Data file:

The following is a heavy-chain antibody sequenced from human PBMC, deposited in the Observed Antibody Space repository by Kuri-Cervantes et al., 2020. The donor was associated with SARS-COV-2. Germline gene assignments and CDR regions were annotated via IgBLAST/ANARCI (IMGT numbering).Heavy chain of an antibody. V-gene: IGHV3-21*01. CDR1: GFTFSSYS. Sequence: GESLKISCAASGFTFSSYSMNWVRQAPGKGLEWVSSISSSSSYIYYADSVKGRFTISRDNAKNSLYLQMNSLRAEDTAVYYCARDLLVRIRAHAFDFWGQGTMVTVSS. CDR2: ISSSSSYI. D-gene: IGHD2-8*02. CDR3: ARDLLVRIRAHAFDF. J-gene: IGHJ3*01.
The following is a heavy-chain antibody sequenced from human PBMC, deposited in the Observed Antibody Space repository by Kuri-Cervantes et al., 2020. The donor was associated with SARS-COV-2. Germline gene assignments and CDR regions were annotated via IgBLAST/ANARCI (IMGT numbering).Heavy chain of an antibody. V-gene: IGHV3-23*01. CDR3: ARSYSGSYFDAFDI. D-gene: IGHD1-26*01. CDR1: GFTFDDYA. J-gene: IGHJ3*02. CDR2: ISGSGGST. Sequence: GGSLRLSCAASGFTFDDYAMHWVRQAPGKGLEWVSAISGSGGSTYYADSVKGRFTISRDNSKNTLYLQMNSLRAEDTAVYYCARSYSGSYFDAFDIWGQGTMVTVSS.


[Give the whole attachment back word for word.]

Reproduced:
The following is a heavy-chain antibody sequenced from human PBMC, deposited in the Observed Antibody Space repository by Kuri-Cervantes et al., 2020. The donor was associated with SARS-COV-2. Germline gene assignments and CDR regions were annotated via IgBLAST/ANARCI (IMGT numbering).Heavy chain of an antibody. V-gene: IGHV3-21*01. CDR1: GFTFSSYS. Sequence: GESLKISCAASGFTFSSYSMNWVRQAPGKGLEWVSSISSSSSYIYYADSVKGRFTISRDNAKNSLYLQMNSLRAEDTAVYYCARDLLVRIRAHAFDFWGQGTMVTVSS. CDR2: ISSSSSYI. D-gene: IGHD2-8*02. CDR3: ARDLLVRIRAHAFDF. J-gene: IGHJ3*01.
The following is a heavy-chain antibody sequenced from human PBMC, deposited in the Observed Antibody Space repository by Kuri-Cervantes et al., 2020. The donor was associated with SARS-COV-2. Germline gene assignments and CDR regions were annotated via IgBLAST/ANARCI (IMGT numbering).Heavy chain of an antibody. V-gene: IGHV3-23*01. CDR3: ARSYSGSYFDAFDI. D-gene: IGHD1-26*01. CDR1: GFTFDDYA. J-gene: IGHJ3*02. CDR2: ISGSGGST. Sequence: GGSLRLSCAASGFTFDDYAMHWVRQAPGKGLEWVSAISGSGGSTYYADSVKGRFTISRDNSKNTLYLQMNSLRAEDTAVYYCARSYSGSYFDAFDIWGQGTMVTVSS.